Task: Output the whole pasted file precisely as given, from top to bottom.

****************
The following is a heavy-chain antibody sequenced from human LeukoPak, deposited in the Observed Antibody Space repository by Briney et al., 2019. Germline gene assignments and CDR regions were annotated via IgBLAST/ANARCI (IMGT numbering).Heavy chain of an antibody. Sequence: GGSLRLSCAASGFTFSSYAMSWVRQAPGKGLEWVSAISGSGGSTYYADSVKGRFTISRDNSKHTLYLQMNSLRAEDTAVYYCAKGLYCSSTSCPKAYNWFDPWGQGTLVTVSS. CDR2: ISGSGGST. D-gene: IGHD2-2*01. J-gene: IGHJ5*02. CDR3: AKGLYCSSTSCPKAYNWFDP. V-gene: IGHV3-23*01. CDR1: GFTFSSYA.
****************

The following is a heavy-chain antibody sequenced from human LeukoPak, deposited in the Observed Antibody Space repository by Briney et al., 2019. Germline gene assignments and CDR regions were annotated via IgBLAST/ANARCI (IMGT numbering).Heavy chain of an antibody. Sequence: GGSLRLSCAASGFTFSSYAMSWVRQAPGKGLEWVSAISGSGGSTYYADSVKGRFTISRDNSKHTLYLQMNSLRAEDTAVYYCAKGLYCSSTSCPKAYNWFDPWGQGTLVTVSS. CDR2: ISGSGGST. D-gene: IGHD2-2*01. J-gene: IGHJ5*02. CDR3: AKGLYCSSTSCPKAYNWFDP. V-gene: IGHV3-23*01. CDR1: GFTFSSYA.